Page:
Tanzania’s public transport will move to cashless payment system in October, the country’s transport regulator has said.
The east African nation had expected to make the digital switch earlier this year but was put on hold as a result of the Covid-19 pandemic. President John Magufuli has since declared the country corona-free but critics are not convinced.
“Our plan is to have rollout throughout the country in October this year,” Johansen Kahatano of Land Transport Regulatory Authority (Latra) said on Tuesday during a virtual meeting hosted by technology firm Cellulant.
“We have started by selecting a few roads for trial purposes. We have set a timeframe of two weeks from next week, where all buses plying the selected roads will be connected to our electronic platform (Tiketi Mtandao) through vendors like Cellulant and, thereafter, we’ll make assessments. The operators involved will be able to share with us and the public their experience of moving from manual to digital systems,” he added.
Tanzania is looking to adopt an integrated digital payment system, allowing commuters to electronically pay through their mobile phone wallets, the web (e-ticketing) and point of sale devices (tap and go cards). Dar es Salaam has a bus rapid transit (BRT) system where high-capacity buses have been allocated special lanes on the roads as a way of increasing efficiency for commuters.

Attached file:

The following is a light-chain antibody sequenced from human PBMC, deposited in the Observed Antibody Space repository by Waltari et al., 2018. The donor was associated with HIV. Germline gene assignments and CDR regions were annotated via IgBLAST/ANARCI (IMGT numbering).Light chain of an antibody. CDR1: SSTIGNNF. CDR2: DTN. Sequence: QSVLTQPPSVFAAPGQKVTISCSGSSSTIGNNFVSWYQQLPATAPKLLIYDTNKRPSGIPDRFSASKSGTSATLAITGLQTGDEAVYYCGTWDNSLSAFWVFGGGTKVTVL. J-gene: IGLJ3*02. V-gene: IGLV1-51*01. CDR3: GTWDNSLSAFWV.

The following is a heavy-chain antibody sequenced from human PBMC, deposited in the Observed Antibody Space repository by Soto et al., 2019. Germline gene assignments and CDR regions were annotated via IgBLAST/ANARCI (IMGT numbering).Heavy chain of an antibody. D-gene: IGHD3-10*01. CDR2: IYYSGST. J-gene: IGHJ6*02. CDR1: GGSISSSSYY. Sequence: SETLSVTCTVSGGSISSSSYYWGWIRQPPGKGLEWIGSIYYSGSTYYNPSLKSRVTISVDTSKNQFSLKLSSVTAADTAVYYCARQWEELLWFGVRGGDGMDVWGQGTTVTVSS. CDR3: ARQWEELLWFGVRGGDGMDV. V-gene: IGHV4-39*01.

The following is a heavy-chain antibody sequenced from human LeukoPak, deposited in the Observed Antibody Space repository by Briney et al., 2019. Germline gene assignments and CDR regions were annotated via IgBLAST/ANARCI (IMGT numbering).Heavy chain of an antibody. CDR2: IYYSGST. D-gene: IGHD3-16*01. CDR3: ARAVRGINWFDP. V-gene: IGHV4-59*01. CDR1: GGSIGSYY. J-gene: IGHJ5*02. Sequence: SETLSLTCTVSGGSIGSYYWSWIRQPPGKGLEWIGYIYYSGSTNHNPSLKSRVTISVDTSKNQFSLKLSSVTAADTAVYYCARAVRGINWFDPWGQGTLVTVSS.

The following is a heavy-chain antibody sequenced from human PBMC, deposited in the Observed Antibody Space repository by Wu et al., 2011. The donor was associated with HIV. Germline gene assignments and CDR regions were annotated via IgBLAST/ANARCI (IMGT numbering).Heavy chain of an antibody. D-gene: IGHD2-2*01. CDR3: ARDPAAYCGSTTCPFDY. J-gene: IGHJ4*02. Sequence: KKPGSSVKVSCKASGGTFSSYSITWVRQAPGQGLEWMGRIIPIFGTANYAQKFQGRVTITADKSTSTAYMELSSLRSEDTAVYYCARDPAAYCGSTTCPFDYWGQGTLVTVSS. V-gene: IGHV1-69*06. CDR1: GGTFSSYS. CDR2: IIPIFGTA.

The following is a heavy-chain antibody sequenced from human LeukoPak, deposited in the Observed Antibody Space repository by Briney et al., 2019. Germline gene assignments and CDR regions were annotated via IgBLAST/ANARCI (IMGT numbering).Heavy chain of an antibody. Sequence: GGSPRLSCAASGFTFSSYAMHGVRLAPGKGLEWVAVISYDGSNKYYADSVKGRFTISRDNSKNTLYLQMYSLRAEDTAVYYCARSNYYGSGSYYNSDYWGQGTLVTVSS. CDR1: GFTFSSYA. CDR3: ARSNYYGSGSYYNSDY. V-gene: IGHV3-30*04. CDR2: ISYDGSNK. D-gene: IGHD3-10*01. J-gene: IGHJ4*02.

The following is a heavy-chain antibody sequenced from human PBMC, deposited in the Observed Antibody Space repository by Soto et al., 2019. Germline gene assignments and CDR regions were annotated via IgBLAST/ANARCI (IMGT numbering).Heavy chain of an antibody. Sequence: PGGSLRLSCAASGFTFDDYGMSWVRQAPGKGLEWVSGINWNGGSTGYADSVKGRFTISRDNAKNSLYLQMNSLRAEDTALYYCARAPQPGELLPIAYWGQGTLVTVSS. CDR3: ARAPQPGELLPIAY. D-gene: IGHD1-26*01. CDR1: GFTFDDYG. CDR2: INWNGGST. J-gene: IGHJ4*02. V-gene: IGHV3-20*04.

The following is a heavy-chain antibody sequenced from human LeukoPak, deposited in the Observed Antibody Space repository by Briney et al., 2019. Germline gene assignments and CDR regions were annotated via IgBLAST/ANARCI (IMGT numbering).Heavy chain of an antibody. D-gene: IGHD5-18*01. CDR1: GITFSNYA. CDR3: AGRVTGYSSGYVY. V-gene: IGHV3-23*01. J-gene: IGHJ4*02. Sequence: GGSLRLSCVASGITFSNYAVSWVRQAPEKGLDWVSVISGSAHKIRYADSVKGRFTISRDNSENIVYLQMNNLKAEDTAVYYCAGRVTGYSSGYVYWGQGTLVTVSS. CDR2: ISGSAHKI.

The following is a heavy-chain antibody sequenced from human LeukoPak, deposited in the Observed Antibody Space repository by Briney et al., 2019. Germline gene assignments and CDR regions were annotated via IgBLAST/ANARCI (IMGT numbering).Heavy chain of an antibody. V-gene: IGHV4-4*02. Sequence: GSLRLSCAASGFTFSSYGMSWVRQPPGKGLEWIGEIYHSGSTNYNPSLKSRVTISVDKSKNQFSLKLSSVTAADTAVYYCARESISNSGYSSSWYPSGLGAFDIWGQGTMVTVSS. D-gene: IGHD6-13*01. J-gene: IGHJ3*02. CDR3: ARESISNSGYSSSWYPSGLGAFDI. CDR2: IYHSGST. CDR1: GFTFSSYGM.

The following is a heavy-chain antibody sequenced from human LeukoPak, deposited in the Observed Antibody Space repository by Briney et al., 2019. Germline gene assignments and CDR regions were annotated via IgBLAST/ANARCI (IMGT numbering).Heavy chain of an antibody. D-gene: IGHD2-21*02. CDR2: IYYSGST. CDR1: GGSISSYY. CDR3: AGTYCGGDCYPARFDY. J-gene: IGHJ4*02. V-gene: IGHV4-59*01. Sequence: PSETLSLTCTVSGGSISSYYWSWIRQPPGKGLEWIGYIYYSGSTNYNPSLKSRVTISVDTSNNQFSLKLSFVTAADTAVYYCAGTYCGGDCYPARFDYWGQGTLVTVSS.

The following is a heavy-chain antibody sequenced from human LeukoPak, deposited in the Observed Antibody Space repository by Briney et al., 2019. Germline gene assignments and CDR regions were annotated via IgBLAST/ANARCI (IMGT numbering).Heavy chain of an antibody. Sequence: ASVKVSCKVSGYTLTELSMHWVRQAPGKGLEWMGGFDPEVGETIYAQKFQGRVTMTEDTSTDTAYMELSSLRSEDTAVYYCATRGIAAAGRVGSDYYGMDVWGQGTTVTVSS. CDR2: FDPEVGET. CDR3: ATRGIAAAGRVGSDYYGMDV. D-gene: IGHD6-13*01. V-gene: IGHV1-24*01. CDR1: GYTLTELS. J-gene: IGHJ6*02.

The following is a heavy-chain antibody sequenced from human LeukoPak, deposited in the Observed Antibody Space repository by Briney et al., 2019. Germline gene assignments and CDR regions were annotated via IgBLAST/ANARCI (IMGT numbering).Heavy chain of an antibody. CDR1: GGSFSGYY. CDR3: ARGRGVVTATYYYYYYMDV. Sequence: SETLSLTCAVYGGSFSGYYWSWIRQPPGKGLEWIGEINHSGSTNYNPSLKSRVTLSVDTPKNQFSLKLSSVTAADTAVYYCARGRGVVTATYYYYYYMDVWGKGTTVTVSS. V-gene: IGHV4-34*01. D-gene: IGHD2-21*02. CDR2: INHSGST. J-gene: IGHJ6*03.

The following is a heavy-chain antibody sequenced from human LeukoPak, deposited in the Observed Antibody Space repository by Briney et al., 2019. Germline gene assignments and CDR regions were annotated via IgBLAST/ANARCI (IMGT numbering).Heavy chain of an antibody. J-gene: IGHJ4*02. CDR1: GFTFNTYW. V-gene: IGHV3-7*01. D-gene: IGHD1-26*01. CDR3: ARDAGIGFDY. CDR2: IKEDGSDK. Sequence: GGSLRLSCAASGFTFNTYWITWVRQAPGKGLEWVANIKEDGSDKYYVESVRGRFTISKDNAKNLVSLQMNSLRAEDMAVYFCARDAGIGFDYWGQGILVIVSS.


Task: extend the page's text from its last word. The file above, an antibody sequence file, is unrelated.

Officials said that they had planned a soft launch for the cashless service in May but Covid-19 made it impossible to import needed equipment including point of sale gadgets.
A cash lite system on the road brings several benefits. Besides making it flexible and hassle-free for commuters and standardising fares, automated transactions enable accountability in revenue management and tax payments. Equally, digital system in public transport has proved efficient in contact tracing in the fight against coronavirus for countries that have already made the switch including Rwanda.
“As regulators we have been losing so much, we’re losing millions even billions of money as regulators same as the revenue authority,” said Kahatano.
“As the regulator, our law requires us to charge a levy of 0.5 percent on every transaction made by service providers. But we have not been collecting this levy because we had no mechanism of collecting it. The answer now lies in a digital system.”
Cellulant, a Nairobi-based digital payments service provider, said that Tanzania recently awarded it an e-ticketing deal to automate the country’s upcountry passenger buses’ ticketing and payment collection.
“Passengers travelling upcountry can now conveniently book their tickets using Cellulant’s Tingg Travel service available on USSD, mobile app and mobile web. A first of its kind solution for the country’s regional commuter vehicles, the new e-ticketing service will leverage Cellulant’s payment capabilities to enable passengers to pay using mobile money, credit/debit card and direct bank payments in a move that will enhance revenue collections by the regulatory authority,” the company said in a statement.
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